If at all possible you will need to combine the best of tech with human solutions. Daily emails or actual hand-written letters – in a world where writing a letter seems to have all but disappeared – is such an easy way to connect and provide real pleasure.
If your parents have a computer or smartphone, set up (and maybe undertake a bit of training) Skype or Whatsapp – so you can have regular face to face chats.
Have an open skype session – where it’s on in the background, whilst you cook dinner for example, so they feel a part of the day to day family life.
The Silver Line has an excellent weekly call service as does Age UK. You may also find other local befriending/buddy services that provide telephone calls. We have heard of knitting/craft circles by telephone. There is probably something for everyone somewhere and Facebook groups are a good place to start.
Befriending organisations such as Re-engage make it their business to provide friendship and support for elderly people.
Keeping healthy while self-isolating
Taking usual exercise may not be possible, but there are plenty of ways of keeping healthy; just walking around the garden every day is something. Or perhaps indoor exercises for those without outdoor space. The NHS has videos and exercise plans for a range of needs – from improving flexibility to general fitness.
Keeping elderly relatives busy at home
Self-isolation seemed a bit of a bonus opportunity a few days ago. Chance to catch up on a few boxsets and admin. Imposed Coronavirus quarantine possibly over 12 weeks has turned it into something else entirely.
However, maybe it’s time to dust down the DVD collection or invest in a Netflix subscription. There is a Netflix “hack” we gather – making subscriptions available to different households by using the same password……
Introduce parents to the world of podcasts or audio books. You could start an online bookclub – or in fact any kind of club – wine, music, food and keep talking and sharing.
The world wide web of opportunity
If they have been reluctant to engage so far, the internet and a smartphone would make a huge difference to your parents lives over the coming weeks. It’s nice to see a face as well as hear a voice, plus they’ll be able to monitor Coronavirus developments in real time.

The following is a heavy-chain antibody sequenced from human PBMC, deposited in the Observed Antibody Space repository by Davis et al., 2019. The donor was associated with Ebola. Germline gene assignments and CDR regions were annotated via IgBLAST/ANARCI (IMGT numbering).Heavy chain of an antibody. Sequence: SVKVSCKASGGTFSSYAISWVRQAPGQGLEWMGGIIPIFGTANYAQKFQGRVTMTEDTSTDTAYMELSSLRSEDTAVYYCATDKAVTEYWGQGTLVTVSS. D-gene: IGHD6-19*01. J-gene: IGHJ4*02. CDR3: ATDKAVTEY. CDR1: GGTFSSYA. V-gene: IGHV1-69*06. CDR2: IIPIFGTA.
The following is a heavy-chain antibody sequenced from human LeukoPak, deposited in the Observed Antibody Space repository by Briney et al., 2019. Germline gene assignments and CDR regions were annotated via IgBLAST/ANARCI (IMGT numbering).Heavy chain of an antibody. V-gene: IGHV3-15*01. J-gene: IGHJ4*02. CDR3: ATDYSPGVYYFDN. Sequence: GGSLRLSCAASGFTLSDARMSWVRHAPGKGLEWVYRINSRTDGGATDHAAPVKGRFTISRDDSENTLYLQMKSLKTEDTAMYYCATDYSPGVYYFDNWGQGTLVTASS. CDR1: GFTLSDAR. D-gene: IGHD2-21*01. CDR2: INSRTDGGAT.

There’s so much stuff on t’internet to keep people busy: from virtual museum tours to live streaming performances (The New York Met announced free live streaming earlier this week – more will follow obvs).
Other options might be researching the family tree or taking up a new hobby. Maybe learn a new language – 12 weeks is a long time and you/they can celebrate with a holiday when everything gets back to normal.
Enrol on an online course with the University of the Third Age (U3A) – or maybe play (learn) – Bridge or other card games online.
For the academically inclined there is access to some of the best university courses here and overseas through organisations such as Mooc.org.
Cash and paying bills
You may need to put in place solutions for access to cash for your parents and extend this to paying local bills which are usually paid in person.
Unfortunately we can expect a rise in scams – phone calls, emails and even, god forbid, doorknocking. In the current climate it is even more fine than ever for your parents to HANG UP THE PHONE; to not answer the door or to delete the email. At the very least they must NEVER give anyone (even someone who says they’re from the bank/building society) any details of bank accounts, passwords etc. NO-ONE. EVER. You can find lots of useful information about preventing scams here.
Please share how you’re planning on supporting family members below in our comments or visit www.agespace.org and join their forum for more support and updates.